Downstate students have volunteer ‘Spirit’

Olympic gold medalist Michael Phelps congratulates Kayleigh Barnes, 18, of Bridgeville (center) and Rachel Mackie, 13, of Dover (right) on being named Delaware’s top two youth volunteers for 2017 by The Prudential Spirit of Community Awards. Kayleigh and Rachel were honored at a ceremony on Sunday, May 7 at the Smithsonian’s National Museum of Natural History, where they each received a $1,000 award. (PRNewsfoto/Prudential Insurance)

WASHINGTON — Delaware’s top two youth volunteers of 2017, Kayleigh Barnes, 18, of Bridgeville and Rachel Mackie, 13, of Dover, were honored in the nation’s capital recently for their outstanding volunteer service during the 22nd annual presentation of The Prudential Spirit of Community Awards.

Kayleigh and Rachel — along with 100 other top youth volunteers from across the country — each received $1,000 awards and personal congratulations from Olympic gold medalist Michael Phelps at an award ceremony and gala dinner reception held at the Smithsonian’s National Museum of Natural History.

The Prudential Spirit of Community Awards program, sponsored by Prudential Financial in partnership with the National Association of Secondary School Principals, named Kayleigh and Rachel Delaware’s top high school and middle level youth volunteers in February. In addition to their cash awards, they each received an engraved silver medallion and an all-expenses-paid trip with a parent to Washington, D.C., for four days of recognition events.

Kayleigh, a member of the American Red Cross in Wilmington and a senior at Sussex Academy of Arts and Sciences, founded an organization dedicated to improving the lives of young women through mentoring and community service, an organization now made up of more than 120 young women in nine states.

Officials said that when she entered high school, Kayleigh noticed that many female students wanted to get involved in community service, but didn’t know how. Kayleigh, who had been volunteering with numerous organizations since she was a little girl, thought she might be able to do something about that.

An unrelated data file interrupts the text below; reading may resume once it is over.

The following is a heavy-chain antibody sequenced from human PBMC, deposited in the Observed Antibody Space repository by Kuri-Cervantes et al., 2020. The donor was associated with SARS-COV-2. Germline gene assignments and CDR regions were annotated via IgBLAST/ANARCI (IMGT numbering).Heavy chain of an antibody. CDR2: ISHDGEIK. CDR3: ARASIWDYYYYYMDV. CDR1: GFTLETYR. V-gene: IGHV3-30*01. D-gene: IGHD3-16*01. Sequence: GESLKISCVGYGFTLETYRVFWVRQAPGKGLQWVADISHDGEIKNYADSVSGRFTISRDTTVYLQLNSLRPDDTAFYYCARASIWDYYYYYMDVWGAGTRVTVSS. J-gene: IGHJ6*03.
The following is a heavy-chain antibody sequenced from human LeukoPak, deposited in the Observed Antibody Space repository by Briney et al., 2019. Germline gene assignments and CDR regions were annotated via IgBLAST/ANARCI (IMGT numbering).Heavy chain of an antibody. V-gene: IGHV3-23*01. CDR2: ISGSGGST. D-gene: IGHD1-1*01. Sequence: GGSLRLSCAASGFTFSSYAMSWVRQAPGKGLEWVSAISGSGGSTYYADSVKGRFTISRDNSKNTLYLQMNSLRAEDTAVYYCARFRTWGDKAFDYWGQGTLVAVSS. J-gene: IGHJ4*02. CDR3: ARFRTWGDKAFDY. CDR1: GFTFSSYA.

She started by getting together with a few other girls periodically to undertake small projects such as packing kits for servicemen or baking for a local homeless shelter. As word spread, Kayleigh began receiving inquiries from other young women, even some from other states. She started teaching workshops on creating community service projects, and established a partnership with the local American Red Cross chapter. As more and more girls have joined, Kayleigh’s group has conducted an increasing number of service projects, such as donating school supplies, helping kids in need celebrate Halloween, collecting food and clothing for the homeless, instigating random acts of kindness across the country, and volunteering at many Red Cross events. Kayleigh spends a great deal of time not only supporting members’ projects, but also mentoring and training new members and planning future initiatives.

Rachel, a member of Kent County 4-H and a seventh-grader at Holy Cross School, spearheaded an effort to collect more than 900 items for the homeless in her county and helped bring holiday cheer to a center for the homeless by providing a fully decorated Christmas tree. Rachel was president of her 4-H Club when she “stumbled” onto Code Purple, a statewide organization that helps homeless people find shelter in churches or other designated buildings when the temperature plunges to 32 degrees or below.

“I couldn’t and still can’t imagine what it must be like to sleep on the streets,” said Rachel. “I wanted to help.”

Under Rachel’s leadership, 4-H members launched a collection drive in partnership with a local physical therapy group. They wrote letters to attract donations and distributed fliers to publicize their drive. Every week, Rachel collected donations of clothing, food, and other supplies and delivered them to the Code Purple House in Dover. Then, working with her knitting club, she provided 50 hats for Code Purple to distribute. And, after asking a church to donate a Christmas tree, Rachel and her club made more than 200 ornaments, and then set up the tree at the Code Purple House.

“These honorees have done exemplary work to contribute to the health and vitality of their communities, and we look forward to seeing the great things they achieve in the future,” said John Strangfeld, chairman and CEO of Prudential Financial, Inc. “Congratulations to each of these extraordinary young volunteers.”

“It’s a privilege to celebrate these students not only for outstanding volunteer service, but for the example they’ve set for their peers,” said Jayne Ellspermann, president of NASSP. “These honorees prove that one person truly can make a difference.”

Youth volunteers in grades 5 through 12 were invited to apply for 2017 Prudential Spirit of Community Awards last fall through schools, Girl Scout councils, county 4-H organizations, American Red Cross chapters, YMCAs and affiliates of the HandsOn Network. More than 31,000 middle level and high school students nationwide participated in this year’s program.

The Prudential Spirit of Community Awards program was created in 1995 to identify and recognize young people for outstanding volunteer service, and, in so doing, inspire others to volunteer, too. In the past 22 years, the program has honored more than 120,000 young volunteers at the local, state and national level.

For more information about The Prudential Spirit of Community Awards and this year’s honorees, visit or

Facebook Comment